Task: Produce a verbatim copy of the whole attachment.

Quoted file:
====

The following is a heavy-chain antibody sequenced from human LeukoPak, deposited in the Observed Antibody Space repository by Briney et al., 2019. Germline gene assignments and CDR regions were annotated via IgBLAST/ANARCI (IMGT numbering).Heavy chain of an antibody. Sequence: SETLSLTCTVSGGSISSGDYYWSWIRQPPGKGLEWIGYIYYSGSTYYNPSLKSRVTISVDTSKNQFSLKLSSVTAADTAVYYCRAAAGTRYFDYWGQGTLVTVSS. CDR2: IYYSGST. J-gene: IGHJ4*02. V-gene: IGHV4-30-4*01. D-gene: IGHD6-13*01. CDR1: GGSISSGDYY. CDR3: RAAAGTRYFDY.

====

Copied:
The following is a heavy-chain antibody sequenced from human LeukoPak, deposited in the Observed Antibody Space repository by Briney et al., 2019. Germline gene assignments and CDR regions were annotated via IgBLAST/ANARCI (IMGT numbering).Heavy chain of an antibody. Sequence: SETLSLTCTVSGGSISSGDYYWSWIRQPPGKGLEWIGYIYYSGSTYYNPSLKSRVTISVDTSKNQFSLKLSSVTAADTAVYYCRAAAGTRYFDYWGQGTLVTVSS. CDR2: IYYSGST. J-gene: IGHJ4*02. V-gene: IGHV4-30-4*01. D-gene: IGHD6-13*01. CDR1: GGSISSGDYY. CDR3: RAAAGTRYFDY.